Is “Meat Glue” As Gross As It Sounds? | Mother Jones
Is “Meat Glue” As Gross As It Sounds?
—By Tom Philpott| Mon May. 7, 2012 3:00 AM PDT
Three strips of beef that have been bound together with “meat glue” and rolled into a log, in preparation for being sliced into steak-like pieces. The Boathouse at Sunday Park/Wikimedia Commons
Update (Friday, June 8): Tom Philpott joined Terry Gross on NPR’s Fresh Air to discuss “meat glue”, “pink slime”, and other issues affecting the meat industry. Listen to the interview here.
Broadcast news and social-media sites have been aflame with reports about something called “meat glue.”
“If you were disturbed to hear about ’pink slime’ in your burger, you’ll want to know about ’meat glue,’ because a fat, rare-cooked filet mignon may not be what it seems,” ABC News’ Bay Area affiliate gasped last week.
First reaction: Ooh, gross. Reaction upon a bit of reflection: Meat glue, an enzyme known as transglutaminase, is indeed a trick up the meat industry’s sleeve, but a relatively minor one in the grand scheme.
But in a “steak” made up of several pieces bound by meat glue, surface meat (and any pathogens like salmonella clinging to it) ends up inside the final cut—so searing on both sides won’t do the trick. A rare real steak can be a pleasure to eat; rare meat-glued “steak” presents a potential health hazard.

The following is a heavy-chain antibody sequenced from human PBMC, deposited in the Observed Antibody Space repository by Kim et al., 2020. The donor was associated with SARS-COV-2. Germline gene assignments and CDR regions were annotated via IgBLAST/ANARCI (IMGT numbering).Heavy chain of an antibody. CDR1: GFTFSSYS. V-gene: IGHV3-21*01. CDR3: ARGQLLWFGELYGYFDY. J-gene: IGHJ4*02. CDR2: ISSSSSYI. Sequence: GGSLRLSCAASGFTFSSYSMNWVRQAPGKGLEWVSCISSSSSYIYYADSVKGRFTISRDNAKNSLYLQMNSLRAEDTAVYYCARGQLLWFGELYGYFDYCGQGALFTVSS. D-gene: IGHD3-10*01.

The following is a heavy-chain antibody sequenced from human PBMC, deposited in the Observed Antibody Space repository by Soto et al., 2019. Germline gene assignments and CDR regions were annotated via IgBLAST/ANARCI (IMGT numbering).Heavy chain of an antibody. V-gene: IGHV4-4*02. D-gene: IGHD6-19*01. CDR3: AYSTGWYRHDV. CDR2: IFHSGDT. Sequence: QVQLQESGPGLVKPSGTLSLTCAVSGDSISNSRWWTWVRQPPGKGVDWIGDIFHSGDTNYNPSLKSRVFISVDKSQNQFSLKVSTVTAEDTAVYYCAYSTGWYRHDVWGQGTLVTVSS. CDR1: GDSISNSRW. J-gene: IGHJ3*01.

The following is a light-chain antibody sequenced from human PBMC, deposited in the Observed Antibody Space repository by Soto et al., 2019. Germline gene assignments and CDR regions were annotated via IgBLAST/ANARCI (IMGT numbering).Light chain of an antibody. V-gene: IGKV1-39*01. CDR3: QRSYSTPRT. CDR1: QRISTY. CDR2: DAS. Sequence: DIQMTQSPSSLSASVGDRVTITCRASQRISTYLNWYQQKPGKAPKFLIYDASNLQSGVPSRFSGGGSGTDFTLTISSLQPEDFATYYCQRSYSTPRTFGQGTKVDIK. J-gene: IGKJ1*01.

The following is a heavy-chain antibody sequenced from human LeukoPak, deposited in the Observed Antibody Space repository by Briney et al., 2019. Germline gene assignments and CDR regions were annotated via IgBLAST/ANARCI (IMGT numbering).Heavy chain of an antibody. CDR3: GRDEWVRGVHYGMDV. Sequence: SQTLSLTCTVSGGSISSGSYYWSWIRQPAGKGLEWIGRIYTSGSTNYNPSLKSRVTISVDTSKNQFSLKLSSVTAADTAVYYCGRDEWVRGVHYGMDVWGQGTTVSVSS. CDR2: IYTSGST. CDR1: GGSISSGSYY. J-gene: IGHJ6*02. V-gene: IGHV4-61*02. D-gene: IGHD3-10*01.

And anyway, such labels only inform consumers when they’re shopping at the supermarket. But according to ABC News’ reporting, consumers are more likely to encounter transglutaminase-bound cuts when eating outside the home.
Pinning down who is using transglutaminase isn’t easy. One meat company owner told KGO-TV that gluing meat is common practice, and the most glued product by far is filet mignon destined for the food service industry. An industry trade group also said meat glue is most often used where filet mignon is served in bulk—at a restaurant, banquet, cafeteria or hotel.
God forbid, if I ever find myself at some cursed banquet where they’re serving “filet mignon,” I’ll eat around the entree—whether or not it’s cooked to the leather stage to kill pathogens. But honestly, I’ll probably be thinking more about the cow’s awful life and deplorable diet than I am about the meat glue.
Now, the other way consumers might find themselves eating glued meat is at a very different kind of meal: at a high-end restaurant run by a creative chef. The standard bearer for such chefs in the United States, Wylie Dufresne of Manhattan’s WD-50, loves the stuff. According to Meat Paper, he has “concocted all manner of playful and bizarre food products with meat glue, including shrimp spaghetti, which he made by mixing salt, cayenne, deveined shrimp, and meat glue in a blender.”
Would I eat Dufresne’s famous “shrimp spaghetti” if confronted with a plate of it?
Honestly, yes. I trust chefs on Dufresne’s level to use top-quality raw materials and cook them properly—even if I can rarely afford to eat their food. I guess, in the end, it’s not the glue itself I find particularly gross; it’s when it’s used to bind together industrial meat that that it gets me.